The first sample of dust and soil analysed by NASA’s Curiosity Mars Rover in August 2012 was found to contain a substantial amount of water. This discovery provided new hope that a manned mission to Mars would be able to succeed.
Scientists have confirmed that the soil sample contained about two percent water, a fairly remarkable figure for an apparently cold, lifeless world.
“If you are a human explorer, this is really good news because you can quite easily extract water from almost anywhere,” said Dr. Laurie Leshin, a mission researcher affiliated with Rensselaer Polytechnic Institute in New York.
“If you take about a cubic foot of this dirt and just heat it a little bit—a few hundred degrees—you’ll actually get off about two pints of water,” Dr. Leshin explained. This would be about half the amount required to meet the needs of the average person in a single day, and this level of soil saturation is believed to be typical for the red planet.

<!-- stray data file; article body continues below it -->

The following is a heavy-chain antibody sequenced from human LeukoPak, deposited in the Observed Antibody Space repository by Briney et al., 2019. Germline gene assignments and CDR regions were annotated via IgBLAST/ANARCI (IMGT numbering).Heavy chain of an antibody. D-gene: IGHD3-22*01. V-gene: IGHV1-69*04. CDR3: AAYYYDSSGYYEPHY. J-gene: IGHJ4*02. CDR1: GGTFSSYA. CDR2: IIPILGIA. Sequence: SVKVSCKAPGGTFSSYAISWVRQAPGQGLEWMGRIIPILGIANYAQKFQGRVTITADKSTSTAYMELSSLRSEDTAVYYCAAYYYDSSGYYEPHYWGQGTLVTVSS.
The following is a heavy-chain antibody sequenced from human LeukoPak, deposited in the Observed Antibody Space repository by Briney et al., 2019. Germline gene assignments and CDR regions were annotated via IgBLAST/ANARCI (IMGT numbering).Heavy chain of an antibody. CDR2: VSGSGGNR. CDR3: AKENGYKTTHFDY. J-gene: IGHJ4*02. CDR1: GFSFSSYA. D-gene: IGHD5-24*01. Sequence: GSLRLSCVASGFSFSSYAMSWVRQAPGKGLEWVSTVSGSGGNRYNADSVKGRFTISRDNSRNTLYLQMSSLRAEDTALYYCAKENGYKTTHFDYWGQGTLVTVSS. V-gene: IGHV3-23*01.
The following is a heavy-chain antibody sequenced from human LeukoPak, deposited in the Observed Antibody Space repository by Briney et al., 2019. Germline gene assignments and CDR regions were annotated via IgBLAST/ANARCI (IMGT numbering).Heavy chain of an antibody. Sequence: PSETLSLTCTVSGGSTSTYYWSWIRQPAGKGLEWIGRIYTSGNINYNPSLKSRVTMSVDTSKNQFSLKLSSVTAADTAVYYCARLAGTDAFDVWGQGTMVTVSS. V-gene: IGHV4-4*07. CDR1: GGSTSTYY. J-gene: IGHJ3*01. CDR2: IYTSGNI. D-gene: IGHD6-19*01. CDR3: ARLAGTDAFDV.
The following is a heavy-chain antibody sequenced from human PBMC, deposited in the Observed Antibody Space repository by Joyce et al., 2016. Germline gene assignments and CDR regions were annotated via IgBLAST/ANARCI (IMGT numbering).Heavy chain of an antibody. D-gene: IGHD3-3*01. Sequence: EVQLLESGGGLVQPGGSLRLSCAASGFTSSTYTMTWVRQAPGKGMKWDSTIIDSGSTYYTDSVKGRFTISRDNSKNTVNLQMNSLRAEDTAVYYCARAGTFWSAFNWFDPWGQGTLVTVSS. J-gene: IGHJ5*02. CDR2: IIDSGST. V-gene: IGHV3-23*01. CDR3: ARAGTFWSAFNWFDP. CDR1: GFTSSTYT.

Based on this discovery, it seems that human explorers visiting Mars could bake enough water out of the soil to meet a significant portion of their needs. But this wouldn’t be their only option. They could also obtain water in the form of ice.